Exploring new horizons in space
July 14, 2015 — Ottawa, Ontario
Setting course towards Pluto
Tuesday, July 14, 2015 marked humanity’s first close encounter with Pluto, taking planetary exploration to the very edge of our solar system. Following its nine-year trek, NASA’s New Horizons spacecraft successfully completed its planetary flyby to collect data and photograph the dwarf planet up-close for the very first time.
Made possible by the innovations and contributions of hundreds of scientists and researchers from around the world, the unmanned New Horizons spacecraft—the fastest spacecraft ever launched—carried both promise and risk as it approached its target. Fraught by the presence of tens of thousands of icy space objects throughout its 5 billion km voyage, the risk of collision hazards was significant, most notably when passing into the Kuiper Belt region beyond Neptune.
To help reduce this risk, researchers from across the globe, including from the National Research Council (NRC), collaborated to collect the vital astronomical data needed to feed into the New Horizons navigation system as it made its way towards its target destination. In doing so, they played a critical role in charting its historic journey through space.
Travelling across the universe
During its approach towards Pluto, New Horizons was careful to avoid collision hazards, including any previously unseen rings, small moons, rocky dust or icy space debris. To avoid these hazards, space mission managers relied on a high-precision position reference system provided by the Canada-France-Hawaii Telescope (CFHT) and its MegaPrime camera.
Using calibration methods pioneered at the Canadian Astronomy Data Centre (CADC) and a system developed by NRC’s Stephen Gwyn, the MegaPrime camera can be calibrated more accurately than any other wide-field imaging camera currently in operation and owes its accuracy to decade-long use by astronomers from Canada and its partners around the world.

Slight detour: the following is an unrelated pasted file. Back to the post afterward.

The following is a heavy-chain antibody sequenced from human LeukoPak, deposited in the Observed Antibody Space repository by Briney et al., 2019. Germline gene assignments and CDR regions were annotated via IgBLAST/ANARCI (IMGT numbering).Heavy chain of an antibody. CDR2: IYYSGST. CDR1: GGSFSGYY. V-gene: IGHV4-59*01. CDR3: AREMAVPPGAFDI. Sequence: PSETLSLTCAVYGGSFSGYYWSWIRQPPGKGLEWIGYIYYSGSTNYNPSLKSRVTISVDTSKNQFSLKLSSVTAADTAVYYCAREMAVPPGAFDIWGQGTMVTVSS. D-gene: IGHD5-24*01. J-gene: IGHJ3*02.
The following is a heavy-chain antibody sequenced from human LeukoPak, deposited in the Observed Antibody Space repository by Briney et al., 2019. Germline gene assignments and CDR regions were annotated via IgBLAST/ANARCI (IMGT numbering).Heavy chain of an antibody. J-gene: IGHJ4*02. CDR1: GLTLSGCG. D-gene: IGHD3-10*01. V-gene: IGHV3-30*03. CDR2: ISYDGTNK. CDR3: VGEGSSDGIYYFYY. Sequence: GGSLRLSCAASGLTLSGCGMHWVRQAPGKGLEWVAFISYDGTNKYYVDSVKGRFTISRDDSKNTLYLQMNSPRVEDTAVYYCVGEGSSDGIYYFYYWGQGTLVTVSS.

“Canada’s long-term investment in space research through international facilities like the CFHT is paying off,” says Greg Fahlman, General Manager, NRC Herzberg Astronomy and Astrophysics. “Participation in world-class observatories like the CFHT ensures that Canadians have the opportunities to contribute significantly to the advancement of human knowledge about the universe.”
Reaching for the stars
Astronomical data captured by the MegaPrime camera and other major telescopes is archived in the CADC’s virtual observatory, which is operated by NRC from its facilities in Victoria, British Columbia. Membership in these international observatories also provides Canadian companies with the opportunity to contribute to their design and construction. "The collaborative efforts needed to make this mission a success have truly been astronomical in scope," adds Daniel Devost, Director of Science Operations at CFHT.
In fact, astronomers are already looking ahead. After Pluto, New Horizons will have fuel for one more flyby in the outer solar system. Given the mission’s reliance on astronomical data, NRC will continue to use the precision data from the CFHT to assist with the modelling and calibration required to find and characterize a second solar body suitable for the spacecraft’s next encounter expected in 2018-19.
“By the end of its journey, New Horizons will have revolutionized our understanding of the origins and evolution of the solar system,” says Marc Buie from the New Horizons' Hazard Avoidance Team. “The CADC/CFHT has played a crucial role in these discoveries.” A reminder that the ingenuity that made the mission possible can be traced back to the true stars down here on Earth.
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